Prevent Your Drawings From Smudging: The Ultimate Guide

How to prevent your drawing from smudging header image. A drawing with various pencils and a sheet of tracing paper.

Believe it or not, this is one of the most common questions I’m asked. Problems occur mainly because we get into lazy habits, but there are many ways to prevent your drawings from smudging, such as:

Spray your drawings with a fixative to seal the surface. Place a clean sheet of paper or cellophane beneath your hand as you draw. Rest your drawing hand on a rod (mahlstick), use tracing paper dividers, mounts, and plastic sleeves to separate your drawings. Even frame them.

But above all – KEEP YOUR HANDS CLEAN!

We will cover all the methods, the best erasers, and explore the use of fixative sprays. There is far more to it than you may think.

Let’s crack on.

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Prevent Your Drawings From Smudging – best practice

The only surefire way to prevent your drawing from smudging is to not touch the surface of the paper in the first place. 

Don’t fool yourself that if you’re very careful and all will be well. Sometimes the smudging is so subtle that you don’t notice it’s happening.

To check for damage, take an eraser and rub the paper where your hand has been resting. You’ll see the results immediately. Even the mildest grey will dull the ‘life’ out of the paper.

It’s all a matter of habit. Get into the mindset of protecting the surface every time you work. Laziness is your number one enemy when it comes to smudging your drawing.

Place Some Paper Under Your Hand to Stop Your Drawings from Smudging

The classic way to guard against smudging a drawing is to place a piece of CLEAN paper under your hand whilst you draw.

Use plain smooth paper, photocopy paper will do, or tracing paper. Avoid creased or heavily textured paper, they don’t work.

Paper guards only work if you are careful enough to keep the paper dead still. If all you do is rub the paper over the surface, instead of your hand, you won’t achieve very much.

Flip the paper guard over now and again and see if any graphite has ‘lifted’. This method is far from foolproof, for it to work the paper must stay perfectly still.

Get into the habit of holding the paper guard in place with your free hand at all times. You might even consider securing the edges with low-tack acid-free masking tape to keep it in place.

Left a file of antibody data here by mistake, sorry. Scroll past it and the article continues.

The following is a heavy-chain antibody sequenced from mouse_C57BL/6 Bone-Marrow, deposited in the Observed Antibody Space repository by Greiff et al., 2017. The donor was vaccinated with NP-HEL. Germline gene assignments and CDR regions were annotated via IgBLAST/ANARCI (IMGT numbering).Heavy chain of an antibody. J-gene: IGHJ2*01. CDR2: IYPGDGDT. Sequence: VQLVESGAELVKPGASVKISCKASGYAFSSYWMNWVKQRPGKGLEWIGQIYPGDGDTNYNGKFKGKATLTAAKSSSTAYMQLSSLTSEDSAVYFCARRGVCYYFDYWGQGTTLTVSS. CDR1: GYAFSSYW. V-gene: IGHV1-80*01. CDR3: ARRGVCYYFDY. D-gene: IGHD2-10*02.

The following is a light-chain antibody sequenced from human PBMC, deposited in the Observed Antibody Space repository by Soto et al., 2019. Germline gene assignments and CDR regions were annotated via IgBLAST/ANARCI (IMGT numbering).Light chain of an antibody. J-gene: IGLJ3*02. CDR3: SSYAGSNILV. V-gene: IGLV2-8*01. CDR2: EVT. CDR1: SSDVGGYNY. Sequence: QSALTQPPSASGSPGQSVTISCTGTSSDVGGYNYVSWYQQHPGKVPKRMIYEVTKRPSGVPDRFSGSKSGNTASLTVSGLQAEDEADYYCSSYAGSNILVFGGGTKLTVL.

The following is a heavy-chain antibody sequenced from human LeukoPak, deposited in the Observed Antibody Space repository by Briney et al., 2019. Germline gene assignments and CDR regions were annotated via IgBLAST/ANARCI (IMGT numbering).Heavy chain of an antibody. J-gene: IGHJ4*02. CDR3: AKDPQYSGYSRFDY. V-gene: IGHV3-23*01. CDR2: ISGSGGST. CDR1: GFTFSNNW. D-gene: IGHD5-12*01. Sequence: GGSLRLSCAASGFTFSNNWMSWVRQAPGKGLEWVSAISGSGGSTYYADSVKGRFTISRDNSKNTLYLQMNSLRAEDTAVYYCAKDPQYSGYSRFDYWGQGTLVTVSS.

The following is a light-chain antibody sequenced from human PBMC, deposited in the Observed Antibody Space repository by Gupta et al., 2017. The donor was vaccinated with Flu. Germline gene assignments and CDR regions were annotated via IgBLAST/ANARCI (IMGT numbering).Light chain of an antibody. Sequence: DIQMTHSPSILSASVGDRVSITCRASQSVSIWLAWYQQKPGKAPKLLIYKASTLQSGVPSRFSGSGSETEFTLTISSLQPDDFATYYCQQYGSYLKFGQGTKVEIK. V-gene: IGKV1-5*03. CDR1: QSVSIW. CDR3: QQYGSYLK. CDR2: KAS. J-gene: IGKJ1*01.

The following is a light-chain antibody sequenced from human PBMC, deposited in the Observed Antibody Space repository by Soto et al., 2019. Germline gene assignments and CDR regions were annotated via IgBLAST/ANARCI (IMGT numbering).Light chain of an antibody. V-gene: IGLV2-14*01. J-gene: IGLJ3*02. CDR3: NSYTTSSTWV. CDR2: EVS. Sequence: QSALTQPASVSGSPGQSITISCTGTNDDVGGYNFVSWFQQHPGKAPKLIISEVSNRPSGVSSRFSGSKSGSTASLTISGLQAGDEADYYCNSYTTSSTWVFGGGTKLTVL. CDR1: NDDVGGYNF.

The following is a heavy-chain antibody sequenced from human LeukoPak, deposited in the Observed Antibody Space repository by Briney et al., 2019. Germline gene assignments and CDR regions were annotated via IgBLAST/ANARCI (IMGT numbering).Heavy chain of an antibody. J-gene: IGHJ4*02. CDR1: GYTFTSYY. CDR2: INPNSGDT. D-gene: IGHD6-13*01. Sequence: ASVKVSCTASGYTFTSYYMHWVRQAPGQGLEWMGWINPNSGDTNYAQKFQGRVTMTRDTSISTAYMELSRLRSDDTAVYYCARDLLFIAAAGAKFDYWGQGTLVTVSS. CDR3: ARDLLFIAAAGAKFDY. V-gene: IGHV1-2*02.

If choosing drawing paper is confusing read this: What’s the Right Paper for Pencil Drawing?

If you are learning new skills this Skillshare (affiliate) course could help

Use Cellophane to Protect Your Drawings From Smudging

I use cellophane to protect my work more than anything else. I buy A3 self-sealing cellophane bags (affiliate) the same wrappers you see displaying greetings cards, except much larger. 

I pop my sketch in, seal it, and tape it to my drawing board. Then I tear a hole where I want to draw. 

When I finish drawing in one area, I tear out a larger hole or use a new bag and start afresh.

Not only can I rest my hand at will, but I can see the rest of the drawing at all times. I realize this won’t work unless you have a slower meticulous style like mine but the advantages are huge, I can work outside without worrying that my drawings will get spoilt.

Kevin Hayler drawing through a hole in the cellophane to prevent it from smudging
If you work outside you must take extra care

I haven’t seen anyone else do this!

You may be wondering what can go wrong outside? Birds for one thing! I’ve been hit many times and if it’s a seagull you’re in trouble!

Insects are the next problem. I’ve squashed countless bugs on my paper without thinking.

But one of the most important reasons to have a cellophane wrapper is to guard against stray fingers.

Believe it or not, the first instinct of many people, when they inspect the work, is to touch the surface, rub it, and look at their fingers to see if it smudges! I kid you not.

Before I discovered the cellophane, it used to drive me mad.

Use a Rod as a Support to Prevent Your Drawings From Smudging

An artist’s support is called a Mahlstick? It’s an old-fashioned word for a stick with a cloth or leather ball at one end. The old masters used them to lay across their paintings to support the hand.

You can buy a mahl stick on Amazon (affiliate) if you like buying all the kit but they aren’t cheap.

You don’t need to go that far. You can use a length of dowel with a rubber ‘bung’ on the end. For extra peace of mind, you could tie some cloth around the end too.

a homemade mahl stick. An artists hand support used to avoid smudging the artwork
Homemade Mahl Stick. Dowel with a rubber walking stick ferrule

The advantage of having a soft tip becomes more obvious if you ever drop the stick. I’ve had a few near misses when I’ve let my ruler slip. 

I’ve seen some artists use a stick tied to the easel to keep it safe and handy.

Alternatively do as I do and just use a very long metal ruler (affiliate)

I use supports only when I draw upright from an easel. It prevents me from smudging my drawing completely. On a flat surface, I don’t bother, I lean on my left hand instead.

That’s how you stop your drawings from smudging while you work, now you need to know how to repair pencil smudges.

How to Erase Pencil Smudges Safely

You would think that rubbing out would be self-explanatory, but nothing is as simple as it sounds. There are many kinds of erasers and they’re used for different reasons.

A kneadable eraser (affiliate) is the most practical eraser for cleaning purposes. They remove the marks without ruining the paper surface and leave fewer crumbs behind. 

NB: Be careful blowing the dust away, you might spray spittle!

I often use a fan blending brush to flick the bits away. It works well with hard pencils but will smudge very soft graphite, so be aware.

Blu-Tack (affiliate) kneads to the finest point possible and can lift off graphite with precision. If you have smudged some detail that can’t be redrawn, use Blu-Tak to dab the paper. You’ll be amazed at how well it works.